Since the late 1990s, Colombia’s major cities have been places where people become displaced between communes and quarters of the cities. The city continues to receive people displaced from the countryside but cannot be considered a safe refuge for them. As illegal armed actors see that valuable resources – both human and other – are to be found in the city, so the war is brought into the city, causing further violence and displacement.
Some of those targetted have moved to neighbouring areas while others have returned to their original homes. It is more difficult for those who had to move from further afield or have been displaced again. With each displacement, “It’s from one fire to another”, as one woman says. Those who have nowhere else to go occupy schools and other collective centres where, overcrowded and in poor living conditions, they are not even protected from the armed groups which caused the displacement.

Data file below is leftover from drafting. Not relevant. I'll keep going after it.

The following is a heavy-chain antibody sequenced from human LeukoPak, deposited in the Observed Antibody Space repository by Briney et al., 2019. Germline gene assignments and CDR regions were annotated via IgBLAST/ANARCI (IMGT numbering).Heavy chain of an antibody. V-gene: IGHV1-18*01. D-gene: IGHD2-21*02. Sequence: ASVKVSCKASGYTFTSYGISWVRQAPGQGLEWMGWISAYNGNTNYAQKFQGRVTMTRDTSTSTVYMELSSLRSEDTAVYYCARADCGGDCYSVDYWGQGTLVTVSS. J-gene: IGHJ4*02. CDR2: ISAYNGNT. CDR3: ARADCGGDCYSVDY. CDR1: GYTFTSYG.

While such people may not have had to move far, their losses and the breaches of their rights are no less. In one case, the people took refuge in a local school which was hardly suitable to live in. They asked the authorities for help but were refused, on the grounds that they did not meet the criterion of being displaced from the countryside to the city. In response the people achieved a legal victory by winning recognition of intra-urban displacement and the obligation of the state to provide assistance to those affected in this way. Despite this, there remain many cases where legal recognition is not accorded to such people and they do not receive assistance.
This failure on the part of the state to provide protection means that its citizens are more easily displaced. While some displaced have taken their case to court and obtained some assistance, others are too afraid to come out into the open. They prefer to remain invisible, with the result that the authorities and society at large underestimate the deleterious effects on their lives. Those who have won court cases did so by facing up to the fear and taking collective action.
Between 2000 and 2004, more than 4,000 people felt they had to flee from their homes in Medellín. Although intra-urban displacement has now reduced, there are still recurring peaks in displacement, there and in other big cities, and a feeling that the forces that displace people within the city could return at any time.
Luz Amparo Sánchez Medina (email@example.com) is an anthropologist at the Corporación Región in Medellin, Colombia.